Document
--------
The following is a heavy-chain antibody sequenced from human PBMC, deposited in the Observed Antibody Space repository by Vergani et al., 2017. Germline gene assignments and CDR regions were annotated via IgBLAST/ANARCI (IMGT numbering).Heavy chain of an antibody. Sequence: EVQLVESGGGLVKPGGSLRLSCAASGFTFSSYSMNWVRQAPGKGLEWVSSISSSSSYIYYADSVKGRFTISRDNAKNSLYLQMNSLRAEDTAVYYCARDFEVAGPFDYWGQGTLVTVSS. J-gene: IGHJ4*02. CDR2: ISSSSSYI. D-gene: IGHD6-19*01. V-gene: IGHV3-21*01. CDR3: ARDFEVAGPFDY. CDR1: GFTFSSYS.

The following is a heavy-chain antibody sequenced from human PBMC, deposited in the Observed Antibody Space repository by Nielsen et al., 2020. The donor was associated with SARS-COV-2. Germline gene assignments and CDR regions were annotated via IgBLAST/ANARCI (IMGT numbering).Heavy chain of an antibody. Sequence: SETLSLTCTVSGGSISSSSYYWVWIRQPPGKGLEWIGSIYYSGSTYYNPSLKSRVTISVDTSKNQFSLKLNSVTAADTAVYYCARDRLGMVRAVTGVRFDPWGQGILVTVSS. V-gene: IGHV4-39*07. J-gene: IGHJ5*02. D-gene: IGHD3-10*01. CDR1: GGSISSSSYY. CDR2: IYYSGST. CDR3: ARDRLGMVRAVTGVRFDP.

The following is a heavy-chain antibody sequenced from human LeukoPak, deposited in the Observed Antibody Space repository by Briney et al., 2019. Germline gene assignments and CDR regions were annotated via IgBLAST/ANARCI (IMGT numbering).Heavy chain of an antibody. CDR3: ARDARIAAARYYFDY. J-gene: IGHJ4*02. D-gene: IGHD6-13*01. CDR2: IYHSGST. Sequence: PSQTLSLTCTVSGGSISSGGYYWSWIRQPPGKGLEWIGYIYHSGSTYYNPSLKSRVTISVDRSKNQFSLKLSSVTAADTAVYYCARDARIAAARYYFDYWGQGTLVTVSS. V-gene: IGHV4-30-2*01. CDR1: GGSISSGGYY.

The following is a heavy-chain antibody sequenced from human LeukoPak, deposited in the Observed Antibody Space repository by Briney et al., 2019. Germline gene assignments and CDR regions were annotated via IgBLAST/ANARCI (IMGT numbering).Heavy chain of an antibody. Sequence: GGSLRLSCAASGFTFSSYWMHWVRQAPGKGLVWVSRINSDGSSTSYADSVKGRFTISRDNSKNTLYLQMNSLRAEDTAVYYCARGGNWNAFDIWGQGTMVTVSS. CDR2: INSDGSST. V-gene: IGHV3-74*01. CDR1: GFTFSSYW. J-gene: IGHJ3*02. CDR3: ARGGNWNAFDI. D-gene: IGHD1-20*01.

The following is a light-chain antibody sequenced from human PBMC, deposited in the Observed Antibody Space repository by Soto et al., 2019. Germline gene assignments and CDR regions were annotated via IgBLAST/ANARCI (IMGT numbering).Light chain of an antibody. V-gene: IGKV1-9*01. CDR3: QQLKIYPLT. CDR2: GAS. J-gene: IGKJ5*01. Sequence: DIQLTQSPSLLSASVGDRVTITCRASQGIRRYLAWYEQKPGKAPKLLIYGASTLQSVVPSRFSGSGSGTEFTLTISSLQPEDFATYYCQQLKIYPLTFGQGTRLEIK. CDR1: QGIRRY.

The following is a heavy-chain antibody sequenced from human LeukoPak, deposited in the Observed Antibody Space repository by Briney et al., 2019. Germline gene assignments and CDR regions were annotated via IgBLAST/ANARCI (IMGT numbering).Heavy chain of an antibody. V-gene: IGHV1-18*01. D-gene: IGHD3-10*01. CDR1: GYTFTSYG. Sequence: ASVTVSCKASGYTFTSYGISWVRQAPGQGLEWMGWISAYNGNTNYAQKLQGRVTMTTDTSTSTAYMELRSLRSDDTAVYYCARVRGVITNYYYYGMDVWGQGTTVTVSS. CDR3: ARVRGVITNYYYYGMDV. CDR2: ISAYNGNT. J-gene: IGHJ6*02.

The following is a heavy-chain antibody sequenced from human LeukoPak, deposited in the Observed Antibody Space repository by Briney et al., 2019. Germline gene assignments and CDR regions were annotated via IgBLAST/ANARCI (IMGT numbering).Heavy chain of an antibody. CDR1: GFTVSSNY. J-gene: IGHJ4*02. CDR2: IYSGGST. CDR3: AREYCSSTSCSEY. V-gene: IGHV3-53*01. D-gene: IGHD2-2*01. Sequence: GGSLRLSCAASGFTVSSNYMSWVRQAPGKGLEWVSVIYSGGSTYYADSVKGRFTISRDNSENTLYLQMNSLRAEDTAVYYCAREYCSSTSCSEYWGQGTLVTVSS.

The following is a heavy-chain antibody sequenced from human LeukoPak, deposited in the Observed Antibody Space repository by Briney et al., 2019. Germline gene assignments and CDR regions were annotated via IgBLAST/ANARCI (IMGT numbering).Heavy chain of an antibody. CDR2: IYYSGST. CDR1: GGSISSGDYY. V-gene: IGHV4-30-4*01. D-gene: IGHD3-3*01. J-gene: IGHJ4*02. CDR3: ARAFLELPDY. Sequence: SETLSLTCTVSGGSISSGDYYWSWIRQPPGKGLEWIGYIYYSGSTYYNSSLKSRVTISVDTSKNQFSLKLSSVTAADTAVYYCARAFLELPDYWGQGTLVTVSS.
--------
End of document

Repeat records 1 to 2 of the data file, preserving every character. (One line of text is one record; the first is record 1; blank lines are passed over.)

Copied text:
The following is a heavy-chain antibody sequenced from human PBMC, deposited in the Observed Antibody Space repository by Vergani et al., 2017. Germline gene assignments and CDR regions were annotated via IgBLAST/ANARCI (IMGT numbering).Heavy chain of an antibody. Sequence: EVQLVESGGGLVKPGGSLRLSCAASGFTFSSYSMNWVRQAPGKGLEWVSSISSSSSYIYYADSVKGRFTISRDNAKNSLYLQMNSLRAEDTAVYYCARDFEVAGPFDYWGQGTLVTVSS. J-gene: IGHJ4*02. CDR2: ISSSSSYI. D-gene: IGHD6-19*01. V-gene: IGHV3-21*01. CDR3: ARDFEVAGPFDY. CDR1: GFTFSSYS.

The following is a heavy-chain antibody sequenced from human PBMC, deposited in the Observed Antibody Space repository by Nielsen et al., 2020. The donor was associated with SARS-COV-2. Germline gene assignments and CDR regions were annotated via IgBLAST/ANARCI (IMGT numbering).Heavy chain of an antibody. Sequence: SETLSLTCTVSGGSISSSSYYWVWIRQPPGKGLEWIGSIYYSGSTYYNPSLKSRVTISVDTSKNQFSLKLNSVTAADTAVYYCARDRLGMVRAVTGVRFDPWGQGILVTVSS. V-gene: IGHV4-39*07. J-gene: IGHJ5*02. D-gene: IGHD3-10*01. CDR1: GGSISSSSYY. CDR2: IYYSGST. CDR3: ARDRLGMVRAVTGVRFDP.